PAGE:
The Investment Company Institute in Washington quietly posted a report on its website this month rebutting charges that pension plan expenses are lower than mutual fund expenses.
But critics say the ICI's analysis in nothing more than fuzzy math.
They say the report is an ill-conceived attempt to blunt criticism from New York Attorney General Eliot L. Spitzer. Earlier this month, Mr. Spitzer testified in a hearing before the Senate, where he criticized fund companies for charging more to manage mutual funds than pension funds.
Charges of obfuscation
The ICI report never mentions Mr. Spitzer, but it does take to task a widely quoted academic study published in 2001.
Using data on 1,343 domestic-stock funds from Morningstar Inc. in Chicago, the study purports to show that mutual fund boards approved an average annual advisory fee equal to 0.56% of investor assets in 1999 - double what public pension funds paid the same fund companies.
The institute, however, says in its report that the study "miscalculated mutual fund expenses by including more than portfolio-management-related expenses."
Even critics of the mutual fund industry say the ICI may have a point - although the authors of the study vehemently deny it.
"We're right, and they're wrong," says John P. Freeman, a professor of legal and business ethics at the University of South Carolina, and co-author of the 2001 study.
"These people like to obfuscate, and they like to hide things," Mr. Freeman, a former lawyer with the division of investment management at the Securities and Exchange Commission, says about the ICI. "It's all about protecting the [fund] sponsors to the detriment of fund shareholders."
Not everyone agrees, but industry critics say the institute is overreaching when it states in its report that the expenses borne by mutual funds for portfolio management are roughly the same as those incurred by public pension plans.
apples and oranges?
"I think the way they present this rebuttal is a little disingenuous," says Roy Weitz, editor of the Tarzana, Calif.-based newsletter FundAlarm.com.
The reason the ICI's report is misleading, he says, is because it claims to show that expenses incurred for portfolio management are roughly the same in mutual funds and pension funds by comparing the portfolio management fees of pension plans and the subadvisory fees incurred by mutual funds that are subadvised.
The ICI claims in its report that such a comparison is the only fair way to evaluate management expenses because a mutual fund's own management fee typically covers services that don't necessarily have to do with picking securities. That is not the case with the management fee of a pension fund.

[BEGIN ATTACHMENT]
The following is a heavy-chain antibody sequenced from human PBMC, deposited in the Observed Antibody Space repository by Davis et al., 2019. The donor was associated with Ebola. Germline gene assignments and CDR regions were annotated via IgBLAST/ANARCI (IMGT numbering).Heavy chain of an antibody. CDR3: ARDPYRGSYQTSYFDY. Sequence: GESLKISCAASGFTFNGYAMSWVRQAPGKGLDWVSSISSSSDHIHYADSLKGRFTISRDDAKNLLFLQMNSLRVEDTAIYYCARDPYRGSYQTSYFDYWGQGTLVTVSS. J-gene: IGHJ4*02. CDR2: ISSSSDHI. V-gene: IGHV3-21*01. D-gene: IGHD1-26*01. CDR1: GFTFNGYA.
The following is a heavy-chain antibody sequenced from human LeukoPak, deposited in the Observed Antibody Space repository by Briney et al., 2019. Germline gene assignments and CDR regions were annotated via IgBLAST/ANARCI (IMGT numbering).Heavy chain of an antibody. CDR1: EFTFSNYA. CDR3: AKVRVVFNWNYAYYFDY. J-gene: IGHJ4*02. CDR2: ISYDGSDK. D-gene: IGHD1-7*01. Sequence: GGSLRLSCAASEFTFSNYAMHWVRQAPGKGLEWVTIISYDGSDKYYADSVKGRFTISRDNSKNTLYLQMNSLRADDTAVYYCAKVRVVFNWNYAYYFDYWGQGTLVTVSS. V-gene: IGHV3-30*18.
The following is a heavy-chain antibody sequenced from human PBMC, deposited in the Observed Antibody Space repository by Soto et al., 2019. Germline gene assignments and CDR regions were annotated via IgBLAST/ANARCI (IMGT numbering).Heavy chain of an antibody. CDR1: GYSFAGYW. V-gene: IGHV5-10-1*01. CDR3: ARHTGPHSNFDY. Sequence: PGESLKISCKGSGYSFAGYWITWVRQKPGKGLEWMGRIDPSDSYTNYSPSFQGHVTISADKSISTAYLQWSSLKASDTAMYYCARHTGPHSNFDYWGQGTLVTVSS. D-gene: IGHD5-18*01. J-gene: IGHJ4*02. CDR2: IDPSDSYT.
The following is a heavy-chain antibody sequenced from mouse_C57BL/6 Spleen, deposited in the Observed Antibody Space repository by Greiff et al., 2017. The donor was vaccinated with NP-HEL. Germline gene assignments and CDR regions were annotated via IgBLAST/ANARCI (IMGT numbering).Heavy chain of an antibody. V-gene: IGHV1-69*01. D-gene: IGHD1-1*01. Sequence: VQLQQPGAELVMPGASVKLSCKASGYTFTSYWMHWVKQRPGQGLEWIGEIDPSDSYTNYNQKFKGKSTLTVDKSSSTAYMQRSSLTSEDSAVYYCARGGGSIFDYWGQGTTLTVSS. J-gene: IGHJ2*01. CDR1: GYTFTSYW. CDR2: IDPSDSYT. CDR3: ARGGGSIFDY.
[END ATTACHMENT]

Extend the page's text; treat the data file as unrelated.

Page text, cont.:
A mutual fund subadviser, however, primarily provides security selection, trading and reporting services, the ICI report states.
But comparing mutual fund subadvisory fees with the cost of managing a pension fund proves next to nothing because most funds aren't subadvised, Mr. Weitz says.
If the ICI really wanted to compare management expenses, it should have gone to the trouble of pulling those expenses out of the management fees charged by mutual funds rather than saying it was too difficult because those fees include other expenses, he says.
"This just strikes me as more of the type of foot-dragging they typically engage in and have engaged in forever on issues of importance," Mr. Weitz says of the ICI.
Several fund industry critics note that the ICI's position on this topic is similar to its position with regard to fund expenses. The institute has repeatedly said fund expenses are coming down, a position that at times has clashed with the findings of others in the industry.
Setting the record straight
Of course, the ICI has its defenders.
They say the ICI report comparing pension plan and mutual fund expenses is a good attempt to set the record straight by addressing the problems of the 2001 study, written by Mr. Freeman and Stewart Brown, a finance professor at Florida State University.
"I think the comparison [the ICI] is making is a good one," says Laura Van Zandt, director of mutual fund distribution research at Financial Research Corp. in Boston.
She says she believes a legitimate problem that arises when you compare mutual fund and pension expenses is that a mutual fund's management fee can include much more than the cost of actually picking securities. Using subadvisory fees gets around that, she says.
Mr. Freeman, however, says he and Mr. Brown attempted to get at the real expense of picking securities, though he admits they did have trouble "deriving" the data.
But even if the 2001 study is flawed, Don Phillips, a managing director with Morningstar, says, he believes there is enough evidence to support its conclusion - namely, that pension plan expenses are lower than mutual fund expenses.
"There's ample evidence in the fund industry where the same manager will work for two different parties at very different fees," Mr. Phillips says.
One of the most widely cited examples is that of Alliance Capital Management LP in New York, which reportedly charged the Florida State Board of Administration's pension fund far less for the services of a large-cap manager, Alfred Harrison, than it did investors in the Alliance Premier Growth Fund Inc.
Mr. Weitz says he believes that such examples need to be discussed and debated. The ICI's new report on the issue, however, does nothing to further that debate, he says.
"This is a case where if they were really serious about reform, they might have done a little more careful analysis and acknowledged the fact more explicitly that there clearly are cases where mutual funds are overcharging for exactly the same services that they provide pensions," Mr. Weitz says.